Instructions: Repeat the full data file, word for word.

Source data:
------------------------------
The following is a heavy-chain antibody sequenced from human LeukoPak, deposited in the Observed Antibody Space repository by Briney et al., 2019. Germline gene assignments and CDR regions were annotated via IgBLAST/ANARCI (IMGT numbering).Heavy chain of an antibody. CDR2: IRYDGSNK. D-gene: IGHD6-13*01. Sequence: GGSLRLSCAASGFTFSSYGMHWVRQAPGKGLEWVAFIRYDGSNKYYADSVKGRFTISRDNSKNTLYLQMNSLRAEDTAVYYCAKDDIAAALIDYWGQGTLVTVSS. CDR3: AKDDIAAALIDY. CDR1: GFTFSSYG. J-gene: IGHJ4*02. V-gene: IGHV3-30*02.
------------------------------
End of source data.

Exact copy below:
The following is a heavy-chain antibody sequenced from human LeukoPak, deposited in the Observed Antibody Space repository by Briney et al., 2019. Germline gene assignments and CDR regions were annotated via IgBLAST/ANARCI (IMGT numbering).Heavy chain of an antibody. CDR2: IRYDGSNK. D-gene: IGHD6-13*01. Sequence: GGSLRLSCAASGFTFSSYGMHWVRQAPGKGLEWVAFIRYDGSNKYYADSVKGRFTISRDNSKNTLYLQMNSLRAEDTAVYYCAKDDIAAALIDYWGQGTLVTVSS. CDR3: AKDDIAAALIDY. CDR1: GFTFSSYG. J-gene: IGHJ4*02. V-gene: IGHV3-30*02.